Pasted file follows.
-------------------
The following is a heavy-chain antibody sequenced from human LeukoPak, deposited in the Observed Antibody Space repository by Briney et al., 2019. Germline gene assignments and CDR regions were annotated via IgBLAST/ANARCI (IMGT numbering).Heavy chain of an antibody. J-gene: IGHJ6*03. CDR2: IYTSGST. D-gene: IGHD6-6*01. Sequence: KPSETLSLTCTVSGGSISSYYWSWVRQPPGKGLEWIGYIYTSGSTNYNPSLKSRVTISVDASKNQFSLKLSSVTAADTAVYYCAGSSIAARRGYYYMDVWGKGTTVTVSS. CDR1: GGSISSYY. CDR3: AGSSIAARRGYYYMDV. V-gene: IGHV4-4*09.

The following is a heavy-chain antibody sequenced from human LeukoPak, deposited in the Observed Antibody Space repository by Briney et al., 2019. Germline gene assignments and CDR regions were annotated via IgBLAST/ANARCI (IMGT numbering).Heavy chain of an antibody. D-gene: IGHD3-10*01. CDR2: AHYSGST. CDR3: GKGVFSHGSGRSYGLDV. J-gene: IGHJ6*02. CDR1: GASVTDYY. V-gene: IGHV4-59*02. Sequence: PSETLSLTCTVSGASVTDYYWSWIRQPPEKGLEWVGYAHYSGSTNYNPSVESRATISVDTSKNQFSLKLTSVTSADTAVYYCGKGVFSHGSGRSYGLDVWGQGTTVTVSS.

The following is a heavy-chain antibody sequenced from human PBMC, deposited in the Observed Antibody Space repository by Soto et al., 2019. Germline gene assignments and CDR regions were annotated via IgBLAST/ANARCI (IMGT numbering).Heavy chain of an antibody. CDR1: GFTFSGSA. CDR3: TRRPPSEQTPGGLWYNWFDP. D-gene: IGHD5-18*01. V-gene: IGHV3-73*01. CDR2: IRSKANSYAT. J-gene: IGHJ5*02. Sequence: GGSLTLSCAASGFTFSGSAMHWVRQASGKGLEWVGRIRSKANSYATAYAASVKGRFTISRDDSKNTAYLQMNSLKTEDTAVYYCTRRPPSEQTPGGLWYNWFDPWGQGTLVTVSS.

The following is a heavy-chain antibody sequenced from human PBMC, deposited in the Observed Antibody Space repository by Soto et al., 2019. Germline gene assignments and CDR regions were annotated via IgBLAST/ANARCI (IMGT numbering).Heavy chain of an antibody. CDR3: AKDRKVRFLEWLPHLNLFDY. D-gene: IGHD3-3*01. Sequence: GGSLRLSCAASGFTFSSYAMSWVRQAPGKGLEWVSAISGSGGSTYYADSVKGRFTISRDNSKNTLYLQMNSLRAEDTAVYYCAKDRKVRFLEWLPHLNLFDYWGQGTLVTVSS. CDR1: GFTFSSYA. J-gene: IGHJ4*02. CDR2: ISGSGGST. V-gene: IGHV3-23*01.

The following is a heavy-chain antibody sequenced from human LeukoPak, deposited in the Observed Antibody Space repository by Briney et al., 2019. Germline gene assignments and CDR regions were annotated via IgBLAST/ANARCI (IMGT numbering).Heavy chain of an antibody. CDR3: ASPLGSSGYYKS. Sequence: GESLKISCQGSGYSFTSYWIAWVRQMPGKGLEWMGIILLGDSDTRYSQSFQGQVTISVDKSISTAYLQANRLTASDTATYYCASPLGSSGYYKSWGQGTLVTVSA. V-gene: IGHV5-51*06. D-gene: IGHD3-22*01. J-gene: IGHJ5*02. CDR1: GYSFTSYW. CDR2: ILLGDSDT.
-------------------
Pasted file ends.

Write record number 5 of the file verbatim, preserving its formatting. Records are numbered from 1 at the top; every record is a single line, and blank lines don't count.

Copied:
The following is a heavy-chain antibody sequenced from human LeukoPak, deposited in the Observed Antibody Space repository by Briney et al., 2019. Germline gene assignments and CDR regions were annotated via IgBLAST/ANARCI (IMGT numbering).Heavy chain of an antibody. CDR3: ASPLGSSGYYKS. Sequence: GESLKISCQGSGYSFTSYWIAWVRQMPGKGLEWMGIILLGDSDTRYSQSFQGQVTISVDKSISTAYLQANRLTASDTATYYCASPLGSSGYYKSWGQGTLVTVSA. V-gene: IGHV5-51*06. D-gene: IGHD3-22*01. J-gene: IGHJ5*02. CDR1: GYSFTSYW. CDR2: ILLGDSDT.